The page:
Today I’m going to give you tips for how to get through a dysfunctional family holiday – and actually enjoy the time with your family!
Dysfunction affects many families. In fact, all families struggle, have flaws, and some can even be toxic. The reality is, most families are not ‘normal’. I mean, what is normal, anyways?
Let’s be real:
There is always an aunt, cousin, sibling, or parent ready to tell you what you are doing wrong, what you should be doing, or how you should be doing something. Perhaps, you even have to experience the smug and passive aggressive comments. UGH! Aren’t those the worst?
Some family members can be cynical, judgmental, negative, selfish, and the list goes one. This is can make holidays especially difficult. However, it’s up to you to make the most out of it. With a positive mindset, you can do just that.
If you’re approaching the holiday with specks of doubt, worry, and anticipating the worst, please don’t. A holiday should be full of laughs, memory making, and sharing time with the ones you love most.
After losing my grandfather this year, a little over a month before Christmas, I can tell you that these petty things aren’t worth it. One day, you’ll look back and wish you’d spent more joyful and quality time together.
How To Get Through A Dysfunctional Family Holiday
Surely there is some hope that you can make it through the holiday with a few good moments of festivity, comfort, and indulgence of humor.
Here are a couple of tips to assist you with coping through a dysfunctional family holiday…
1. Host the holiday gathering to remain in control.
When you are invited to another location for a family gathering, you open yourself to vulnerability. Likewise, your mind is programmed to be aware of what past holidays have been like. Maybe the holidays didn’t always bring good memories, you were surrounded by toxic family members, or something happened that caused you pain.
If you volunteer to host a family holiday, you can have the control. You can invite the family members who bring you joy, instead of discomfort. Additionally, you can direct the family engagement in a positive manner.
You will be able to anticipate the problems that may arise, instead of being in a situation where you may feel stuck. You can make this holiday a fun family tradition. Also, you can make it a point to make everyone feel special and comfortable in your home.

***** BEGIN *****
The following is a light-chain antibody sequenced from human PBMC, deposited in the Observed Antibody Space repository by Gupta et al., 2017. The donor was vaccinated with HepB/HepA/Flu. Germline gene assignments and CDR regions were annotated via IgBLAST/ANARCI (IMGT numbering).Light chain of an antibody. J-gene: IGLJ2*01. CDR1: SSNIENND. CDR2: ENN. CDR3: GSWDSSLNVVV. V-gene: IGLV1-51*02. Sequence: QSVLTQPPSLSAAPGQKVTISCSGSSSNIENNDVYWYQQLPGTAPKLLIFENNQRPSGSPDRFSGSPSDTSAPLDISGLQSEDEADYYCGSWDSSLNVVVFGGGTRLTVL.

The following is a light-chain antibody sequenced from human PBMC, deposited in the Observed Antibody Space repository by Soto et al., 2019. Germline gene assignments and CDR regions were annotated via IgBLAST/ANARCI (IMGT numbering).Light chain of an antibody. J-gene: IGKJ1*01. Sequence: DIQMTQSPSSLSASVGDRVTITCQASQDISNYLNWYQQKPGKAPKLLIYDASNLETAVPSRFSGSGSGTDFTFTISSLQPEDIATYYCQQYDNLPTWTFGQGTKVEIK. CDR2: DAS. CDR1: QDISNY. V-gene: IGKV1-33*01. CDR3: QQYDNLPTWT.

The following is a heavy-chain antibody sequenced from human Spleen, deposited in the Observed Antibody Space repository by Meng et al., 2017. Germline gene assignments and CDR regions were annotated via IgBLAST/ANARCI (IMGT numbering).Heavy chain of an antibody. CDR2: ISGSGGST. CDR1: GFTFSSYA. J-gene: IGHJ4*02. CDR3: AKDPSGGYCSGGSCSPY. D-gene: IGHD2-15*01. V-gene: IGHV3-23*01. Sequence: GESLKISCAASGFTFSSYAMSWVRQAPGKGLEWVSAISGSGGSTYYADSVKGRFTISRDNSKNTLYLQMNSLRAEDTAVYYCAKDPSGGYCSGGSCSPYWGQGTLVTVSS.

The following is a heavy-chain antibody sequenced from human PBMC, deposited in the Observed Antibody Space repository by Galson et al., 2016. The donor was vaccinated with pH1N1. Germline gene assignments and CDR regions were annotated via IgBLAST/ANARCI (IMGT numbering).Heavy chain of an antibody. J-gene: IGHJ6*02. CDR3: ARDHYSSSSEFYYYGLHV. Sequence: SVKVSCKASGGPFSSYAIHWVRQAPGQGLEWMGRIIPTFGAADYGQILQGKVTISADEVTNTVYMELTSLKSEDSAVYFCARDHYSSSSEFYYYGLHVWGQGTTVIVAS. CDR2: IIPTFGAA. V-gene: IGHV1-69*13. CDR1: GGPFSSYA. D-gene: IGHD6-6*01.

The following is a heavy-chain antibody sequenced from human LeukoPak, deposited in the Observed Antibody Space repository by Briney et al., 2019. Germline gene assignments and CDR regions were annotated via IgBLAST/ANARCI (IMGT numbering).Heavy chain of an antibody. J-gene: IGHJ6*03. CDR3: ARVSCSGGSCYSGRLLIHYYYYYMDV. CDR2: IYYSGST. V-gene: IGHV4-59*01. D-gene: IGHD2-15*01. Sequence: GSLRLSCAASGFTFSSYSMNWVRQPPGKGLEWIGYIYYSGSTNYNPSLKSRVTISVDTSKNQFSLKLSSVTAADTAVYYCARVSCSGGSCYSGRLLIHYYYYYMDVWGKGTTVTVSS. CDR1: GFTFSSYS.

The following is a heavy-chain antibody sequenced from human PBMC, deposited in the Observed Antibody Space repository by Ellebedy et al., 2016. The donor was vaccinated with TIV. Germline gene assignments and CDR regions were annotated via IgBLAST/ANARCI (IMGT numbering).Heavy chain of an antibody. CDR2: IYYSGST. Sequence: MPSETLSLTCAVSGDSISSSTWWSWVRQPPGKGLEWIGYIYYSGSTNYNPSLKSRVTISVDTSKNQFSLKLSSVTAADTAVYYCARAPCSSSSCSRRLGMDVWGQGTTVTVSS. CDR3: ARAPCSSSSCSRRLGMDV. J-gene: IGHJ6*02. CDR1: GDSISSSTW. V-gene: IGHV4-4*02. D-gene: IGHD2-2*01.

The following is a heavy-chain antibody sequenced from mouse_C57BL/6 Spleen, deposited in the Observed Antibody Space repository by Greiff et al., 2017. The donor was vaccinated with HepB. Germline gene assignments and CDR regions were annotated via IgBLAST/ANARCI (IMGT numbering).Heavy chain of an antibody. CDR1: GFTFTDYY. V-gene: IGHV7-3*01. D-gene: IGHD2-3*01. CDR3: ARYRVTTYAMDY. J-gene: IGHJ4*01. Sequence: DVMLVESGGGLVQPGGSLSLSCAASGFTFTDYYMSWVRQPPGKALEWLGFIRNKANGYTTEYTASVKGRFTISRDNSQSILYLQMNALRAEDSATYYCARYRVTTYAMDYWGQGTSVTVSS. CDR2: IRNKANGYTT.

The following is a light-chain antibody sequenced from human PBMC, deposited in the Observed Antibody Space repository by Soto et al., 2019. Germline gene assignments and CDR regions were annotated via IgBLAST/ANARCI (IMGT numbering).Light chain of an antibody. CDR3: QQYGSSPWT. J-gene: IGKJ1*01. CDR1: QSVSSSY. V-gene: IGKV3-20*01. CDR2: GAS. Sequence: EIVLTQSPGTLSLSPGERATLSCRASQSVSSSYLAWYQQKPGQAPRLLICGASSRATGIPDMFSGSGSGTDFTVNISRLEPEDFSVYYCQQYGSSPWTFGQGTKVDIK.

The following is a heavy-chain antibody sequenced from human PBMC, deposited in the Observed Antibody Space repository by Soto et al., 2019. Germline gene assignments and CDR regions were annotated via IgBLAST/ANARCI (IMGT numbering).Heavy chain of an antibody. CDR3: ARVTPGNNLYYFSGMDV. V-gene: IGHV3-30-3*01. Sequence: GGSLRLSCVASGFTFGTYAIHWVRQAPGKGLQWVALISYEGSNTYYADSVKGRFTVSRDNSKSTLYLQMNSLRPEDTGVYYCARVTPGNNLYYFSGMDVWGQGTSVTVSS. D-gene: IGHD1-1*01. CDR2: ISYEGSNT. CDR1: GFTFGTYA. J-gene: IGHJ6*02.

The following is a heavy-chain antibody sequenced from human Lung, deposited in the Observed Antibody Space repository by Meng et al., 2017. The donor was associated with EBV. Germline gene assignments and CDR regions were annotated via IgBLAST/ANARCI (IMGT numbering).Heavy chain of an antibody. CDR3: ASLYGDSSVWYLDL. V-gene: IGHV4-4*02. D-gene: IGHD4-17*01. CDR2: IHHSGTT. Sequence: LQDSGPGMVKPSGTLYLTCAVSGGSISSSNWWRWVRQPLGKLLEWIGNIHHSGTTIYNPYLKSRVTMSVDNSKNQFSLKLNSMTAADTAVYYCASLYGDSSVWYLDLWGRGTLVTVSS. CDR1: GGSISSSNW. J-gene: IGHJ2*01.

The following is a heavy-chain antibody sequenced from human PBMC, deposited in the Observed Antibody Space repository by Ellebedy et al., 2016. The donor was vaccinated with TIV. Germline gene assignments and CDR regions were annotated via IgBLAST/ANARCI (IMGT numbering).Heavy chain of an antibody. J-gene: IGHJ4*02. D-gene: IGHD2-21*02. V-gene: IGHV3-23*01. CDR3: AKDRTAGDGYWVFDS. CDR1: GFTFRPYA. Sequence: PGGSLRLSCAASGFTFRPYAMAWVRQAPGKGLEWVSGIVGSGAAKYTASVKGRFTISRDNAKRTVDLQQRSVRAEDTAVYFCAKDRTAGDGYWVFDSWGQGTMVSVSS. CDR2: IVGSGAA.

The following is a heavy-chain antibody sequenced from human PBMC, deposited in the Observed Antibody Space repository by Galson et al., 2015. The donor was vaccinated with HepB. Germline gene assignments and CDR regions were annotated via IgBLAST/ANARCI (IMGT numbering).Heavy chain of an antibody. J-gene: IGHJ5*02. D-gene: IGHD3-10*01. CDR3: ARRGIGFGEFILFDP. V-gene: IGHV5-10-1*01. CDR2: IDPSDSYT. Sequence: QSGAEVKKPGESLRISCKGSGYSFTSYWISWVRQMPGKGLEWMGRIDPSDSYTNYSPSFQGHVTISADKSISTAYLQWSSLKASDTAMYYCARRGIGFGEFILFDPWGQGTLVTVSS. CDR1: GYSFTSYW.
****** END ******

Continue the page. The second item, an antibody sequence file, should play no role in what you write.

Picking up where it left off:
2. Stay neutral in negative territory
If you aren’t in a position to host a family holiday, its ok. You can still participate in the family event with a little neutral effort. Of course, a family holiday could be where the family drama is exposed.
The “he said, she said” can be quite a show stopper when two members of the family are arguing or making a scene in the presence of the whole family. It surely will make you feel a bit anxious and unprepared for how things will turn out.
It’s important that you don’t get caught up in the drama. Do not take sides. You will want to remain calm and neutral when your family is throwing negativity in every direction. Basically, don’t allow yourself to be sucked into the madness.
Your family still loves each other, they are just torn with chaos during the stress of the holiday. It’s not something that should be taken personally.
3. You can always prepare for the worst and hope for the best
You may feel like you’re expected to be at the family holiday, regardless of how you feel, what you have going on, or how uncomfortable you may be. Don’t fret at all.
You can handle whatever your family throws at you during this holiday. Make a plan. Have an idea of what you want to talk about and what you don’t. Set boundaries!
Conversation starters are a good tool to use. You can use conversation starters to bridge awkward silence between family members. Additionally, these topics can change the subject when things begin turning in a negative direction.
Be sure to try to understand your family and anticipate what may happen, trying to keep the flow of energy happy and cheerful.
4. Have a plan of action in place
Finally, the last plan of action if all else fails, leave. Even if you want to be with your family during the holiday, you don’t have to subject yourself to anymore stress. You can politely excuse yourself and leave. No harm done.
Maybe you tried to attend the dysfunctional family holiday, but it was way more dysfunction than you could handle. That is alright. Remember that every family has their own stress during a holiday.
What are some ways you handle dysfunction at your family holiday?
Finally, my advice is to enter into this holiday with a positive mind, open mind, and a good attitude. These things can make the world of a difference!
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